Carol rode back from the airport with Jack in his van and sulked the entire ride back to Valerio Gardens. Arriving at the complex, the two had a bitter exchange and Carol fled to her apartment. A short time later, someone knocked at her door and the ever optimistic and delusional Carol believed it was Jack coming to apologize. Swinging the door wide open, prepared to forgive Jack for everything he had done, she instead found Jeanette standing on her doorstep with both of Carol’s suitcases. Carol had been so upset when she fled the van she had forgotten her bags were still in it.
Jeanette told Carol she wanted her to leave Jack alone. She was aware that Carol made up excuses for Jack to come to her apartment to fix things she had broken intentionally. The entire complex, Jeanette informed Carol, was talking about the way she followed Jack around and made cow eyes at him. She was making a fool of herself and should try having a little more pride, Jeanette told her wearily. She was tired. Tired of Carol chasing Jack. Tired of Jack screwing around behind her back. Tired of it all.
Carol was not certain that Jeanette knew she was carrying on an affair with Jack the entire time she had been living at Valerio Gardens, but she believed Jeanette had a suspicion at the very least. In addition to all the money she had given Jack and presents she had bought him, she had given him a video camera and VCR for Christmas. Both were expensive gifts, and she was not sure where he had told Jeanette they had come from. It was this video camera, in fact, that Doug would attempt to have entered into evidence, alleging it had been used by Jack and Carol to record their crimes, which they would then sell on the black market as snuff films.
This was a story that echoed the crimes of serial killers Leonard Lake and Charles Ng, who together kidnapped women to use as sex slaves. The duo would videotape the tortures, rapes, and murders of their victims. What Doug did not mention, however, was that, just like Lake and Ng, he had often fantasized about having a place in which to house and torture women he had abducted.
Thinking about the money she had given Jack made Carol remember Jeanette’s alleged poor health and the surgery she had required. Carol inquired about Jeanette’s condition and whether the operation had been a success. Baffled, Jeanette asked Carol what she was talking about. After Carol had begun her explanation, Jeanette put the rest of the pieces together and informed Carol she had never been diagnosed with cancer. The entire story must have been a ruse by Jack to get money from an easily manipulated Carol Bundy, she said.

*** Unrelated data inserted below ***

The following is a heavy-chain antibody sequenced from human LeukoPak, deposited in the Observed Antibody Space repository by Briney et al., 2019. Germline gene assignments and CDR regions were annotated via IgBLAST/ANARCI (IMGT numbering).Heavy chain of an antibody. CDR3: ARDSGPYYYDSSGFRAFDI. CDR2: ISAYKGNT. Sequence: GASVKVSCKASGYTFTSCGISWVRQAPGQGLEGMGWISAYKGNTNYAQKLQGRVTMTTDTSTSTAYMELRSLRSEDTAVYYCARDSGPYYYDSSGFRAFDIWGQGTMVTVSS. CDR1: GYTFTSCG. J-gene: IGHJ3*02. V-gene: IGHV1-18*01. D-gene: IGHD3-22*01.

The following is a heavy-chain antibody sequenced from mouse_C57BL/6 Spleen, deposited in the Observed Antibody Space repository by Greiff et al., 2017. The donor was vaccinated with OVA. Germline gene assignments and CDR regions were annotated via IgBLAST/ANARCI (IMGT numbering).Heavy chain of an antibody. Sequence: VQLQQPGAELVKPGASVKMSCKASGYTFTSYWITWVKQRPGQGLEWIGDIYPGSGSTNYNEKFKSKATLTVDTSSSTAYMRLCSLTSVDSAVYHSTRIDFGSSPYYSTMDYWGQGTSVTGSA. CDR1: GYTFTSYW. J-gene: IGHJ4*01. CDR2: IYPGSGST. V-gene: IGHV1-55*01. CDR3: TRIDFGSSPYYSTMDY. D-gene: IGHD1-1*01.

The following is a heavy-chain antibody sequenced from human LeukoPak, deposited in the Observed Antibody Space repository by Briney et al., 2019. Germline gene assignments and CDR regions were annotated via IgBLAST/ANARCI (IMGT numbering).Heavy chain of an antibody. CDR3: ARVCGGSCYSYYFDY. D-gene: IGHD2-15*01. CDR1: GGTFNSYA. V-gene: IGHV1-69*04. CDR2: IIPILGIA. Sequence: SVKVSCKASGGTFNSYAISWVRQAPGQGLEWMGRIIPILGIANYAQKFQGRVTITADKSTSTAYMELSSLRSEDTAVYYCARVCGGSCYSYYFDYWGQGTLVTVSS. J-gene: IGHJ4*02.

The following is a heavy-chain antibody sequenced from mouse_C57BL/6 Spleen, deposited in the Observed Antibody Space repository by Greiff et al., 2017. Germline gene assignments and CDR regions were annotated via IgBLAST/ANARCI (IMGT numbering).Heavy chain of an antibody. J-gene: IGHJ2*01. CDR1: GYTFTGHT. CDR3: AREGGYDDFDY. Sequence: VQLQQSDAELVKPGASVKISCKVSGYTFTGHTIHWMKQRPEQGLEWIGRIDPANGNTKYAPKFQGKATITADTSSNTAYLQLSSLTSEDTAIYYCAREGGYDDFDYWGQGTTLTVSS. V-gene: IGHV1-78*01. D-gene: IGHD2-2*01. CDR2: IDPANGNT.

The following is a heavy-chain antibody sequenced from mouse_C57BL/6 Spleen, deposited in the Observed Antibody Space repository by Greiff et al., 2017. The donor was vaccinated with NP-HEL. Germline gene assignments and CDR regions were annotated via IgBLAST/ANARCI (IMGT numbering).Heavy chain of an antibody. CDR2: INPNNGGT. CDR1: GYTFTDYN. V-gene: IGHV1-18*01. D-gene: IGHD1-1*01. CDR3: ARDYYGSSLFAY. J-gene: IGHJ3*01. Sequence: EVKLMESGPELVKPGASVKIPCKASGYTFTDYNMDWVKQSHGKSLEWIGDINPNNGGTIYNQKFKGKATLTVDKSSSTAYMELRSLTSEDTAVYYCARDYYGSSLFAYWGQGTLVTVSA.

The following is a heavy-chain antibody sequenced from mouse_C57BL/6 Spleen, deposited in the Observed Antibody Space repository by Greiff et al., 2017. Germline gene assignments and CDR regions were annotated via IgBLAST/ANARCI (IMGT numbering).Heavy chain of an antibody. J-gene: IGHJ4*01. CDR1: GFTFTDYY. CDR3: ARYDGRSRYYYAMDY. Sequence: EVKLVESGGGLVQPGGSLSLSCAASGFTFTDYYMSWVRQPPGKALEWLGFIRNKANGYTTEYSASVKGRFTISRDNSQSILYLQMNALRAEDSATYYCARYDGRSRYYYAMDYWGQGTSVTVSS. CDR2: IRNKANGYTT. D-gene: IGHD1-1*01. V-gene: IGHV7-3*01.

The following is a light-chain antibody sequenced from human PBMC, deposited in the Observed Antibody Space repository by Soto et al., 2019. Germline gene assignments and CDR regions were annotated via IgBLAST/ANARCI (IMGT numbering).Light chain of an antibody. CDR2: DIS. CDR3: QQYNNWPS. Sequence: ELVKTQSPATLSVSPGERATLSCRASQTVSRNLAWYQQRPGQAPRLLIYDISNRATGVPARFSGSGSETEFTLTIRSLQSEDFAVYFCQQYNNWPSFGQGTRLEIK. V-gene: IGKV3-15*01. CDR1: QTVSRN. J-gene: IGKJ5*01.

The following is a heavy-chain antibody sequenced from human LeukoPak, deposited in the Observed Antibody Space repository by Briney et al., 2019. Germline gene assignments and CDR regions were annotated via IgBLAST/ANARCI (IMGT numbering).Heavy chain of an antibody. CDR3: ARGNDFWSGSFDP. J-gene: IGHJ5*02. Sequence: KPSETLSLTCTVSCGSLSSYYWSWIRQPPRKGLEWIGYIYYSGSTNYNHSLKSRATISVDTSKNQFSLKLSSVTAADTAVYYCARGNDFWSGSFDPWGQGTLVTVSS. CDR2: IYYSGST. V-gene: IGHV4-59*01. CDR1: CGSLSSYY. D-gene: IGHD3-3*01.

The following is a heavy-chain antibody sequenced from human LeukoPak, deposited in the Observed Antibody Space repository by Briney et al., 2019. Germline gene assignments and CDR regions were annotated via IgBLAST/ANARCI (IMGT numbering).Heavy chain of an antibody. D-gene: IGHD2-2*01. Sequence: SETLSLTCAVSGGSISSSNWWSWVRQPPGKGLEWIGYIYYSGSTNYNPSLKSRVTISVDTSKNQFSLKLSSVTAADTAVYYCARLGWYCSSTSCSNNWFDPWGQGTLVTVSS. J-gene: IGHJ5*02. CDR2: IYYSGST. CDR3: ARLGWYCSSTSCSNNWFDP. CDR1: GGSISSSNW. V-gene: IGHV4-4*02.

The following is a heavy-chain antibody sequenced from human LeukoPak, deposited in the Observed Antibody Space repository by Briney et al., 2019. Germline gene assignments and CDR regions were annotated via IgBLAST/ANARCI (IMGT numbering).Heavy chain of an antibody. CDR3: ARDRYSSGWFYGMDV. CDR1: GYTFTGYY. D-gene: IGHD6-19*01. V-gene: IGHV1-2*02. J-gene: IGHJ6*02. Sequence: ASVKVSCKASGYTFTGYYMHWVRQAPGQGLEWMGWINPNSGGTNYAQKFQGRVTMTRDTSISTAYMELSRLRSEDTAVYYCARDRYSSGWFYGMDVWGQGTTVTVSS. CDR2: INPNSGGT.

Carol could do little else but stand there with her mouth wide open and her eyes, enormous behind the thick lenses, blinking. If Jack was not going to have to stay with Jeanette out of a sense of propriety and obligation due to an illness, then surely he was free to be with Carol. With this thought in mind, Carol offered Jeanette $1500 if she would divorce Jack. It was the final straw for Jeanette, and she demanded that Jack order Carol out of the apartment complex.
Jack found an apartment for Carol and the boys, which was far enough away that he would not have to see her unless he chose to do so. It was also conveniently close enough for him to drop by when he wanted money or sexual favors. On the day Carol moved in, Jack had set aside time to assist her with moving her furniture and other belongings. Jeanette followed the two as well, along with the moving van, parked a short distance away to monitor the move and ensure there were only moving vans and no roaming hands that day.
Carol and Jack’s relationship continued to unravel, and Jack had even begun ignoring her when she showed up at Little Nashville hoping to catch his attention. It was on one such occasion that Carol met Doug Clark and took him home with her. Carol listened to Doug’s story of a mean landlady who had it out for him. The landlady was, in actuality, a girlfriend of Doug’s, and their relationship was on the decline as well.
Needing to find accommodations, Doug had chosen Carol because she seemed sympathetic and easy to manipulate. He infrequently shared a bedroom with her and openly discussed his sexual escapades with other women, on a few occasions he had even asked Carol to take photos of these happenings. Carol was having a difficult time making herself believe Doug wanted a relationship with her. Her fragile psyche would not allow her to believe that Jack and Doug were both merely using her.
Jeanette no longer saw Carol as any threat to her marriage to Jack. Carol, however, was still upset about Jack swindling money from her. When Carol confronted Jack about his deception, she was told he had used the money to pay off the loan on his van and the remainder was used to refurbish and reupholster the van’s interior. Jack took immense pride in the vehicle and used it as a rolling fortress of fornication.